Great shearwater

From Wikipedia, the free encyclopedia
(Redirected from Great Shearwater)
Jump to navigation Jump to search

Great shearwater
Puffinus gravisPCCA20070623-3641B.jpg
Scientific classification edit
Kingdom: Animalia
Phylum: Chordata
Class: Aves
Order: Procellariiformes
Family: Procellariidae
Genus: Ardenna
A. gravis
Binomial name
Ardenna gravis
(O'Reilly, 1818)
Ardenna gravis map.svg
  • Procellaria gravis O'Reilly, 1818
  • Puffinus gravis (protonym)

The great shearwater (Ardenna gravis) is a large shearwater in the seabird family Procellariidae. It breeds colonially on rocky islands in the south Atlantic. Outside the breeding season it ranges widely in the Atlantic.


The great shearwater was formally described in 1818 by the Irish naturalist Bernard O'Reilly and given the binomial name Procellaria gravis.[2][3] The great shearwater is now placed in the genus Ardenna that was introduced in 1853 by Ludwig Reichenbach.[4][5] The genus name Ardenna was used to refer to a seabird by Italian naturalist Ulisse Aldrovandi in 1603. The specific epithet gravis is Latin meaning "heavy" or "weighty".[6] The species is monotypic: no subspecies are recognised.[5]


This shearwater is 43–51 cm (16.9–20.1 in) in length with a 105–122 cm (3.5–4.0 ft) wingspan. It is identifiable by its size, dark upper parts, and white under parts, with the exception of a brown belly patch and dark shoulder markings. It has a black cap, black bill, and a white "horseshoe" on the base of the tail. The stiff flight, like a large Manx shearwater, is also distinctive. The only other large shearwaters in its range are the Cory's Shearwater and the all-dark Sooty Shearwater.

In flight

Distribution and habitat[edit]

The great shearwater, like the sooty shearwater, follows a circular migration route, moving north up the eastern seaboard of first South and then North America, before crossing the Atlantic in August. It can be quite common off the southwestern coasts of Great Britain and Ireland before heading back south again, this time down the eastern littoral of the Atlantic.

Behaviour and ecology[edit]

This bird has the typically "shearing" flight of the genus, dipping from side to side on stiff wings with few wingbeats, the wingtips almost touching the water. Its flight is powerful and direct, with wings held stiff and straight.


This species breeds on Nightingale Island, Inaccessible Island, Tristan da Cunha, and Gough Island. It is one of only a few bird species to migrate from breeding grounds in the Southern Hemisphere to the Northern Hemisphere, the normal pattern being the other way around. This shearwater nests in large colonies, laying one white egg in a small burrow or in the open grass. These nests are visited only at night to avoid predation by large gulls.

Great shearwater with plastic fragments found in its stomach[7]

Food and feeding[edit]

The great shearwater feeds on fish and squid, which it catches from the surface or by plunge-diving. It readily follows fishing boats, where it indulges in noisy squabbles. This is a gregarious species, which can be seen in large numbers from ships or appropriate headlands. They have a piercing "eeyah" cry usually given when resting in groups on the water.

Great shearwaters are among the seabird species with the highest incidence of plastic ingestion.[8]


  1. ^ BirdLife International (2018). "Ardenna gravis". IUCN Red List of Threatened Species. 2018: e.T22698201A132633747. doi:10.2305/IUCN.UK.2018-2.RLTS.T22698201A132633747.en. Retrieved 13 November 2021.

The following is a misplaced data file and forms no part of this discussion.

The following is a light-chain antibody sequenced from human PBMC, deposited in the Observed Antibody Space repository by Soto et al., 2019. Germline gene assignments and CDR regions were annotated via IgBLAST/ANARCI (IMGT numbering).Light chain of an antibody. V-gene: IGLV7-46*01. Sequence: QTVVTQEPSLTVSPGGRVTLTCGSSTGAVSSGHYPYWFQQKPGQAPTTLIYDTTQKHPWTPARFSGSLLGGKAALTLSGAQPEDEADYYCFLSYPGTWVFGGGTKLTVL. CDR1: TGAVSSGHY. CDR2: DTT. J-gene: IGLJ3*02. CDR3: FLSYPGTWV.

2. ^ O'Reilly, Bernard (1818). Greenland, the adjacent seas, and the North-west Passage to the Pacific Ocean, illustrated in a voyage to Davis's strait, during the summer of 1817. London: Craddock and Joy. p. 140, Plate 12 fig. 1.
  3. ^ O'Connor, J. P. (1985). "Bernard O'Reilly: Genius or Rogue?". The Irish Naturalists' Journal. 21 (9): 379–384. JSTOR 25538895.
  4. ^ Reichenbach, H. G. Ludwig (1853). Avium systema naturale. Dresden and Leipzig: Expedition der vollständigsten naturgeschichte. p. IV. The title page has 1850 (original title page missing in the BHL scan but available from BSB). The Preface is dated 1852 but the volume was not published until 1853.
  5. ^ a b Gill, Frank; Donsker, David; Rasmussen, Pamela, eds. (January 2022). "Petrels, albatrosses". IOC World Bird List Version 12.1. International Ornithologists' Union. Retrieved 19 February 2022.
  6. ^ Jobling, James A (2010). The Helm Dictionary of Scientific Bird Names. London: Christopher Helm. pp. 54, 178. ISBN 978-1-4081-2501-4.
  7. ^ Yamashita; et al. (2021). "Plastic additives and legacy persistent organic pollutants in the preen gland oil of seabirds sampled across the globe" (PDF). Environmental Monitoring and Contaminants Research. 1: 97–112. doi:10.5985/emcr.20210009.
  8. ^ Peter G. Ryan (1987). "The incidence and characteristics of plastic particles ingested by seabirds". Marine Environmental Research. 23 (3): 175–206. doi:10.1016/0141-1136(87)90028-6.

Further reading[edit]

  • Austin, Jeremy J.; Bretagnolle, Vincent & Pasquet, Eric (2004): A global molecular phylogeny of the small Puffinus shearwaters and implications for systematics of the Little-Audubon's Shearwater complex. Auk 121(3): 847–864. DOI: 10.1642/0004-8038(2004)121[0847:AGMPOT]2.0.CO;2 HTML abstract
  • Bull, John L.; Farrand, John Jr.; Rayfield, Susan & National Audubon Society (1977): The Audubon Society field guide to North American birds, Eastern Region. Alfred A. Knopf, New York. ISBN 0-394-41405-5
  • Harrison, Peter (1987): Seabirds of the world : a photographic guide. Princeton University Press, Princeton. ISBN 0-691-01551-1

External links[edit]